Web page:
Whether many want to admit it or not, exercise is a science and there is a wealth of quality scientific research in the field.  Therefore, it is worth considering a trainer with an undergraduate or graduate degree in an exercise science or related field.

3. What type of people do/have they worked with?

This helps you identify if the trainer will be a good fit for you.  For example, if the trainer mainly works with body builders and you are a mom with 2 kids wanting to lose 20 pounds, they may not be the best choice.  However, if they’ve worked with people like you, then they may be a good choice.

The important thing is that you need to be clear about what you are trying to achieve.  Then, look for a trainer who either specializes in that, or has extensive experience working with others with similar goals as yours.

4. What type of success have they had with their clients?

 In addition to the type of people they have worked with, it is a good idea to ask about their client success stories.  In other words, ask them to tell you what their clients have achieved while working with them.  A good trainer will have several success stories.

The reason this is a good question, is that it will provide insight into what is possible for you.  Just be sure the successes they mention are pertinent to what you are trying to achieve.

5. What type of program will they design based upon your specific goals?

This helps give you a general sense of how they will approach your training.  You are looking to see if they will be working with you on a comprehensive program, one that includes cardio, resistance, flexibility, balance, speed and agility and flexibility training, or any combination of these.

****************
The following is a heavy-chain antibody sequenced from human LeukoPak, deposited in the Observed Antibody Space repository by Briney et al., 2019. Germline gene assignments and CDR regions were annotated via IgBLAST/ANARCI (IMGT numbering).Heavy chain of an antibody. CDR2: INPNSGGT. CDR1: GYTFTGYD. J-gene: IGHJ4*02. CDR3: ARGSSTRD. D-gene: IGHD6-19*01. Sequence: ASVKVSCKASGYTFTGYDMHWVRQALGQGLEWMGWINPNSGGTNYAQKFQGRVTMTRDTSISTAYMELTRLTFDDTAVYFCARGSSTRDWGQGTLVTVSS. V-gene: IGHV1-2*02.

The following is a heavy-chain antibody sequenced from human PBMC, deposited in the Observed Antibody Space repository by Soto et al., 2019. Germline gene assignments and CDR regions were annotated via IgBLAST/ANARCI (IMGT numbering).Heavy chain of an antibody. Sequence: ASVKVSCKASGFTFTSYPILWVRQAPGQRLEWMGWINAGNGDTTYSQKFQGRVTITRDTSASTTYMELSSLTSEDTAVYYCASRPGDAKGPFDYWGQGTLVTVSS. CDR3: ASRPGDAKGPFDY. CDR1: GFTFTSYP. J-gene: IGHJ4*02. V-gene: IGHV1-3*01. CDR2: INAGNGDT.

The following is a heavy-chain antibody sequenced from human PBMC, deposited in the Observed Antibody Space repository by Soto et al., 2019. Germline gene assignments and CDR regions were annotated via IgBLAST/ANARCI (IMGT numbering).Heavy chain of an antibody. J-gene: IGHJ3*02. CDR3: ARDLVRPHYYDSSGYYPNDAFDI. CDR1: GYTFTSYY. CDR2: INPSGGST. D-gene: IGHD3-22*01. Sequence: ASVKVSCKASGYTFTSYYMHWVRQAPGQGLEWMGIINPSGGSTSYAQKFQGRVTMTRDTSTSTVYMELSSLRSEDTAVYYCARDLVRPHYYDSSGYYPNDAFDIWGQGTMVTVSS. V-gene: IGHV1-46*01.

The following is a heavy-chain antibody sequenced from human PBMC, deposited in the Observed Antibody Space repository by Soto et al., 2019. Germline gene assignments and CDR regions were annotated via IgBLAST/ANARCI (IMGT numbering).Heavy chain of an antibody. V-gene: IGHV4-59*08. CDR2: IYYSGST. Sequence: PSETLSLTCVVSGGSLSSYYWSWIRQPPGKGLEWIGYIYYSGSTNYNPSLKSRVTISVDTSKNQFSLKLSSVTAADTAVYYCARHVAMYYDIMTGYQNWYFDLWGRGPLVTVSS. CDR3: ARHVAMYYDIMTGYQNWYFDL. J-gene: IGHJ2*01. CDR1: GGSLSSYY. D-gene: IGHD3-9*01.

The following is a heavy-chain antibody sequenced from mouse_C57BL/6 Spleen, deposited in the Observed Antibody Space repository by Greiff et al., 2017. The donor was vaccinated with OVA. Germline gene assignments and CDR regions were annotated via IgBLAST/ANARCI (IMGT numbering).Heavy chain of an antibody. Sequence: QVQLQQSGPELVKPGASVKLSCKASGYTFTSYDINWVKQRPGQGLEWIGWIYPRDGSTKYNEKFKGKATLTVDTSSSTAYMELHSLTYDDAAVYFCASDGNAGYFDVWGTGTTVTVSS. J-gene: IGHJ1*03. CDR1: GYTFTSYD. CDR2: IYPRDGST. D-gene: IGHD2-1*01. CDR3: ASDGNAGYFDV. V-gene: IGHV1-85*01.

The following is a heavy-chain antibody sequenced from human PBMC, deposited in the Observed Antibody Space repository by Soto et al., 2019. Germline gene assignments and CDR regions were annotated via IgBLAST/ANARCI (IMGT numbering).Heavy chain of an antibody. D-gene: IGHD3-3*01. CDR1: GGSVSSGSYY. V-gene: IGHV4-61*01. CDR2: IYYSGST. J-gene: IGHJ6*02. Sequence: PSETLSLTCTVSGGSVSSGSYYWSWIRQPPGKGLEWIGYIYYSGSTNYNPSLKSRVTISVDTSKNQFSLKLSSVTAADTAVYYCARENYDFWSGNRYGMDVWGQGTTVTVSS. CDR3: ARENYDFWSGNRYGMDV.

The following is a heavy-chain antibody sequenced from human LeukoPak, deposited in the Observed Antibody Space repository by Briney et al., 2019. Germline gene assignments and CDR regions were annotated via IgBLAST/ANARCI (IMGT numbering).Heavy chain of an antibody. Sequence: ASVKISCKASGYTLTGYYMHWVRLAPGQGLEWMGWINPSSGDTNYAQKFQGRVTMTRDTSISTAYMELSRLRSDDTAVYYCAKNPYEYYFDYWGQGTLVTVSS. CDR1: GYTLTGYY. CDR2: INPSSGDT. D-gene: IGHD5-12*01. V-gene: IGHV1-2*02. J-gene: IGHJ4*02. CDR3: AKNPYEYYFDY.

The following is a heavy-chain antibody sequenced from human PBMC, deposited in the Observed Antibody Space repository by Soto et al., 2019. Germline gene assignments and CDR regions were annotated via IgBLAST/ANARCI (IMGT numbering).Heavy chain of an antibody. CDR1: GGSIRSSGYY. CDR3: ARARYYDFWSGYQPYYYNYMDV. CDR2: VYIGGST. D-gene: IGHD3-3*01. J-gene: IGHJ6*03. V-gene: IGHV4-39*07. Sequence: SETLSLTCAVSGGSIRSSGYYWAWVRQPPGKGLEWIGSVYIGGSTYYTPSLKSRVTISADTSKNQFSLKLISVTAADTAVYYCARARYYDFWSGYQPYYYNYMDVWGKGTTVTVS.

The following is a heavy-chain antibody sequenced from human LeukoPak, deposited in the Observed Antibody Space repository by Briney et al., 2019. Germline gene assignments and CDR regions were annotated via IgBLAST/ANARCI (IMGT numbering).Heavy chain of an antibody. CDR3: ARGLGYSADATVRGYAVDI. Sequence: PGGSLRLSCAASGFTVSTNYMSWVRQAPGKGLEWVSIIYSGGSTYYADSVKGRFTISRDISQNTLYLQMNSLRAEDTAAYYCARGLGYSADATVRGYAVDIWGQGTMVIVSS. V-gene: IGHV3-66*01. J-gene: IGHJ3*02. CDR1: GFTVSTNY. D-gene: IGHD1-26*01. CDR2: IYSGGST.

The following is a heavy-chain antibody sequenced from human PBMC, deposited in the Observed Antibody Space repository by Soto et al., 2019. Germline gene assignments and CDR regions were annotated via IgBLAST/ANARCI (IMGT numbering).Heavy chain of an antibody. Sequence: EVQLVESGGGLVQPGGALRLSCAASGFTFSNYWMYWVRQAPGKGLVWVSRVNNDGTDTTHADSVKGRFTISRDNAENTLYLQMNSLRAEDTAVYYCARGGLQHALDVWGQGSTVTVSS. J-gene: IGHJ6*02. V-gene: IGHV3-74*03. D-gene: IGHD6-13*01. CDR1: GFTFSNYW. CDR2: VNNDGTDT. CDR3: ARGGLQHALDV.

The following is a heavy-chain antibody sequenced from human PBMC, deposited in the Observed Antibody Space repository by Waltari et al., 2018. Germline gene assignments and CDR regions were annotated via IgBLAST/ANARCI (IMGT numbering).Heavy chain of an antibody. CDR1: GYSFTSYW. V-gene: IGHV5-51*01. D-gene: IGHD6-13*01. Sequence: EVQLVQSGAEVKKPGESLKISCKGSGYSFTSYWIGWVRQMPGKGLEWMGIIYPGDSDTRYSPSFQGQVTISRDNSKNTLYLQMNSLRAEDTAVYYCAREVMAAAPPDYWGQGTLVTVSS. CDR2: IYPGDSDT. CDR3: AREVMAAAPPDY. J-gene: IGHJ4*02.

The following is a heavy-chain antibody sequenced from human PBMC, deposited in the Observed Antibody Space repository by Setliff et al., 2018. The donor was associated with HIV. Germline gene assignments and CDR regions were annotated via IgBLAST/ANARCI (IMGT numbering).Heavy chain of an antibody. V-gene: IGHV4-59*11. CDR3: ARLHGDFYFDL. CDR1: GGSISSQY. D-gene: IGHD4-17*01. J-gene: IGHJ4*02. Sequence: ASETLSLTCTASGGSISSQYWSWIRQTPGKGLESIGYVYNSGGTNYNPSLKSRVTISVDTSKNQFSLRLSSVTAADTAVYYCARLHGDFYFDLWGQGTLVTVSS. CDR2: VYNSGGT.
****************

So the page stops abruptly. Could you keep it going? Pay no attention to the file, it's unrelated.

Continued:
Your program does not have to include all of these types of training, but it does need to include the parts that are most important to reaching your goals.  The trainer needs to be able to tell you what that encompasses.

6. What is their philosophy on training?

This question is geared towards determining if they will be a good fit for you on a more personal level.  And while this can illicit many different answers, your goal is to determine if how they train fits into your goals, desires, capabilities, and how you like to be approached.  For example, you might want to have fun exercising, yet expect to work hard.  Or, you might enjoy a more disciplined approach, such that a trainer is more like a drill sergeant.

There are no right or wrong answers to this question.  However, you are matching up their training philosophy with what best matches how you like to be approached and the personality you work best with.  Thus, it is worth taking the time to find this out before deciding on a fitness trainer.

7. What are their expectations of you?

This is a very important question because it is about your personal responsibility.  You need to know what the trainer expects from you, and determine if you can meet those expectations.  It also establishes an understanding between you and the trainer.  In this way, there are no surprises.  The trainer knows what they are holding you accountable to, and more importantly, you know what you are holding yourself accountable to.

Not only does the trainer have to be good for you, you also need to be willing to do the work necessary to reach the goals you desire.  What you do is 90% of the results you will achieve.

Lastly, you need to evaluate if you like the trainer’s personality, and whether you can work with and get along with them.  It’s a bit like a relationship you want to take seriously.  After all, it is about you and your health!